Conviction Overturned Because Maricopa County Prosecutor Ignored Man’s Right To Remain Silent

Arizona Supreme Court (Photo by Kevin Bondelli/Creative Commons)

The Arizona Court of Appeals ruled Tuesday that a man convicted in 2019 of aggravated assault and endangerment is entitled to a new trial due to “fundamental, prejudicial error” caused by a Maricopa County prosecutor who repeatedly commented to jurors about the man’s decision to not answer a detective’s questions.

Giovani Fuster Melendez’s trial attorney and the trial judge overlooked the prosecutor’s inappropriate comments at the time, and Melendez would go on to be sentenced to 7.5 years in prison for one count of aggravated assault and five counts of endangerment.

But the July 25 appellate opinion authored by Judge Michael J. Brown notes it “would be inconsistent” with decades of case law and the 14th Amendment to penalize Melendez for exercising his post-Miranda Warning right not to answer questions.

“The State used Melendez’s partial silence against him during cross-examination and in closing arguments, which violated his right to due process,” Brown wrote. “The prosecutor’s improper focus penalized Melendez for exercising his right not to answer some of the detective’s questions and created fundamental error.”

According to court records, Melendez was identified by two witnesses as the man who fired several rounds from a handgun at the son of Melendez’s mother’s pastor. The pastor’s son was not hit, but investigators found bullets marks on the outside wall of a nearby apartment.

A family of five were inside the apartment when the shooting occurred, the records show.

Melendez filed a notice of appeal of his conviction in January 2020, but his appellate attorney advised the Court of Appeals there was “no meritorious grounds for reversal.” However, that was not the end of the matter.

The Court of Appeals is obligated to do its own review of the trial record for possible reversible error, even though the review looks at the evidence “in the light

most favorable to sustaining the convictions and resolving all reasonable inferences against Melendez,” Brown wrote.

It was during the appellate review that the three-judge panel ordered the parties to submit briefs on whether the references during the trial by the Maricopa County Attorney’s Office about Melendez’s initial refusal to answer some of the detective’s questions violated his constitutional rights.

Melendez then had the burden to show any error established a prejudice to the case that could only be resolved by reversal of the conviction and a new trial.

“He must show that without the error, a reasonable probability exists he ‘could have’ received a different verdict,” Brown wrote.

Shortly after the shooting, a detective told Melendez “she wanted to get” his side of the story. She recited the Miranda Warning to Melendez after he was taken into custody but before he was formally arrested.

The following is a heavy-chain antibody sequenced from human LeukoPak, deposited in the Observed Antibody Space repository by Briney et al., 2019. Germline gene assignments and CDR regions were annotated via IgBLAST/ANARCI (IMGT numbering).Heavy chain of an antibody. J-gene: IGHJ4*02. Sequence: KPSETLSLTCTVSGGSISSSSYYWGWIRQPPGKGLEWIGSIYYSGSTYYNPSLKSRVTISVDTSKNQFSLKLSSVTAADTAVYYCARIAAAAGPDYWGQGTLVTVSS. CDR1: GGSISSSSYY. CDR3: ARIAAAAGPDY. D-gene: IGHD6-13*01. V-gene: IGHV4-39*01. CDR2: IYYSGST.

Melendez answered a number of the detective’s general questions during the 30-minute interview, but he continually refused to talk about the shooting or his relationship with the pastor or pastor’s son. At one point, the detective acknowledged to Melendez it was his “right” to not answer questions.

When told he was going to be arrested for the shooting, Melendez became more forthcoming with the detective. He claimed the pastor’s son was the aggressor and that Melendez only fired his gun in reaction to believing his life was in danger.

At trial, the pastor’s son and a witness disputed Melendez’s version of events. Melendez also took the stand and again insisted he fired in self-defense.

The prosecutor pressed Melendez during cross-examination about the “10 or 11 times” during the police interview when he declined to answer questions. The prosecutor also used closing arguments to highlight the fact Melendez remained silent about the shooting until advised he was going to be arrested.

But the Miranda Warning implicitly assures a suspect his or her silence will carry no penalty, Brown wrote in the opinion.

Silence, he added, “is the exercise of a constitutional right without qualification and allowing the prosecutor to use that fact at trial would make the assertion of the

right costly.” And the reason for a defendant’s “selective silence” during an interview or interrogation “does not alter” the inherent right to due process, according to the opinion.

Melendez’s appeal was also bolstered by the impact the prosecutor’s prohibited comments may have had on the jury’s opinion of his credibility and thus on his self-defense claim.

“By repeatedly pointing out on cross-examination that Melendez declined to answer many questions bearing directly on the issue of self-defense, Melendez’s credibility was undermined by the prosecutor’s impermissible references,” according to the opinion. “Because the error was prejudicial, we reverse Melendez’s convictions and sentences and remand for a new trial.”

The order for a new trial is not effective for 30 days, to allow the State -either the Maricopa County Attorney’s Office or Arizona Attorney General’s Office- time to decide whether to petition the Arizona Supreme Court for review of the decision.


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